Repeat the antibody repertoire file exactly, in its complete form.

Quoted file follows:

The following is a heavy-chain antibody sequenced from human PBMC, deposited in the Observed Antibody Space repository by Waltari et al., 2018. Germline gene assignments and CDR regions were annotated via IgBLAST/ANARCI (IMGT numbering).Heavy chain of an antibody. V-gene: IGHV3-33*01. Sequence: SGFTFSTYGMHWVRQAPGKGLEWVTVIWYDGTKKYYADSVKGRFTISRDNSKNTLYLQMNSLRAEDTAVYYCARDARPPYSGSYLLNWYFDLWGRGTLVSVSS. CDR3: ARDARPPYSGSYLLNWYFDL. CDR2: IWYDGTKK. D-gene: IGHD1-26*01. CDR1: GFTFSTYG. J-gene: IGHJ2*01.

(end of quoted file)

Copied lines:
The following is a heavy-chain antibody sequenced from human PBMC, deposited in the Observed Antibody Space repository by Waltari et al., 2018. Germline gene assignments and CDR regions were annotated via IgBLAST/ANARCI (IMGT numbering).Heavy chain of an antibody. V-gene: IGHV3-33*01. Sequence: SGFTFSTYGMHWVRQAPGKGLEWVTVIWYDGTKKYYADSVKGRFTISRDNSKNTLYLQMNSLRAEDTAVYYCARDARPPYSGSYLLNWYFDLWGRGTLVSVSS. CDR3: ARDARPPYSGSYLLNWYFDL. CDR2: IWYDGTKK. D-gene: IGHD1-26*01. CDR1: GFTFSTYG. J-gene: IGHJ2*01.